In the eyes of a hungry child waiting for his jobless mother to bring some food to their shabby little home on the outskirts of the slum, poverty has no mask.
Poverty in the Philippines is a reality that has challenged many Filipino families, and created a cycle of taking serious risks amongst those whose only solution is to hold onto the knife’s edge for survival.
The newly developed high rise buildings in the cities have not hidden the visually appalling situation of poor communities who are living on incomes under the minimum wage. Poverty leaves many families homeless; some creative enough to make homes out of recycled materials from the mountain of garbage. While other people enjoy a fancy life, many Filipinos are aching with hunger and desperation. Social experts argue that poverty in the Philippines is a result of inequality of jobs, weak governance and low economy.
Many poor communities are not able to realise the promise of social safety nets, health benefits, and educational assistance of the government, which further contributes to the growing poverty level.
However, in contrast, many Filipinos believe that being poor isn’t being powerless. Philippines has always been one of the happiest places on earth despite being visited by at least 20 storms a year . The poverty cycle brings out the fighting spirit and the bayanihan (unity) spirit of the Filipino people, and brings them closer to God as they need to cling to his divine provision and protection.
Despite the sad reality facing many poor people, they’re hopeful that even the new Government will bring genuine change to their situations and finally their tired voices will be heard.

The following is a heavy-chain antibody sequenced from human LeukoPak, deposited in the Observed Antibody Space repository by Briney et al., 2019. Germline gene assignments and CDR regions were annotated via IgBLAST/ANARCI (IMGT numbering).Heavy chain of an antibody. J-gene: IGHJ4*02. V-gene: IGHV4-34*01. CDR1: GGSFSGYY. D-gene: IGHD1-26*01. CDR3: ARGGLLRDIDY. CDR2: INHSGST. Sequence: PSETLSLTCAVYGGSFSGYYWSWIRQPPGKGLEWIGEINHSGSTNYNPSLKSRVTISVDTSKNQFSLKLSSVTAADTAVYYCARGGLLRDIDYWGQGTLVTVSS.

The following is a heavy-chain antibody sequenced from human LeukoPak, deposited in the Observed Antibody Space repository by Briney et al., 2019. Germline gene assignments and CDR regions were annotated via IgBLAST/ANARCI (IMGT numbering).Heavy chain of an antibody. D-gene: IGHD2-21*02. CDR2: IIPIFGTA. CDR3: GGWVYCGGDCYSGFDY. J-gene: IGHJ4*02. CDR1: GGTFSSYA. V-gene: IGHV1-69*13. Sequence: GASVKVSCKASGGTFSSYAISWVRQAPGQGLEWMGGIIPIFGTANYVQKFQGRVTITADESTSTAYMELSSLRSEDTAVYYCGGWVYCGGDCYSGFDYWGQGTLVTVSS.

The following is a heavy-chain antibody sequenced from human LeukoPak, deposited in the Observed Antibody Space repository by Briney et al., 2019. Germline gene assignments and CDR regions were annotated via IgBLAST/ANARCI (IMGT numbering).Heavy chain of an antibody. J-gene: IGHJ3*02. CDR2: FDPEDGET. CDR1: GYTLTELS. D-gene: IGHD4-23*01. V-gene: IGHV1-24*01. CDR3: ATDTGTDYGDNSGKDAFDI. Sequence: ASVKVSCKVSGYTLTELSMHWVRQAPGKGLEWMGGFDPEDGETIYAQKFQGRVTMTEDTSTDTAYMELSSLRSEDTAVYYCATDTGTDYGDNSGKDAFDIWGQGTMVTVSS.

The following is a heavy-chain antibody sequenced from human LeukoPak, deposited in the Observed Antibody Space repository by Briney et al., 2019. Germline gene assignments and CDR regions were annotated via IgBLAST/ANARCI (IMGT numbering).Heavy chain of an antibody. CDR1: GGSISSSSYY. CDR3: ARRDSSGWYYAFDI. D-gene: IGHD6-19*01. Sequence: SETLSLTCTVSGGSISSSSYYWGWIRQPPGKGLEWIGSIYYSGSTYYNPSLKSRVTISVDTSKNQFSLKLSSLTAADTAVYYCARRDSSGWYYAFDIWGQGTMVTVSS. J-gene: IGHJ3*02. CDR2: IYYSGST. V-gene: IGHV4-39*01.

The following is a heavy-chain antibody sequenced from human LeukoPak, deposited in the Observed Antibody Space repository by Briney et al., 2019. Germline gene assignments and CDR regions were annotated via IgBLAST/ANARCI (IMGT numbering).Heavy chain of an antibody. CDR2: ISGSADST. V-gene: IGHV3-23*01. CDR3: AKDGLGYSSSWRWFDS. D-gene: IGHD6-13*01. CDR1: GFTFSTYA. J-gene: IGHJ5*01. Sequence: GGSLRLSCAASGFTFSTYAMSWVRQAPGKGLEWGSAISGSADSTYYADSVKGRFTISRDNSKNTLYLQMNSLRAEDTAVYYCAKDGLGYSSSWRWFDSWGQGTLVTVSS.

The bigger picture tells us not to focus on the problem, but rather help find ways to solve the prevailing problem. The question should be: what we can do to help our brothers and sisters be alleviated from their extreme suffering? It not just about how we help them out of poverty, it’s how we can help them make a sustainable life. The United Nations has affirmed that rural women are the backbone of sustainable livelihoods and that they provide food security for their families and communities. Many Filipino women are passionate about getting a job and providing for their families, even if it means that they have to leave home and work abroad.
To combat poverty, empowerment is key. We empower our women to take part of new initiatives. Spirited clothes was born out of a vision to help women in challenging situations. We started to establish training centres where women from the poorest communities can be trained to sew and then offered jobs, being paid fair wages to make clothes for the international and local market. This empowerment initiative will then help the communities with programs to educate children, and fund other community projects. We are excited to be in the process of starting to fulfil this vision and next month we see our first trainees being trained in our sewing centre in Lapu-Lapu city, Cebu.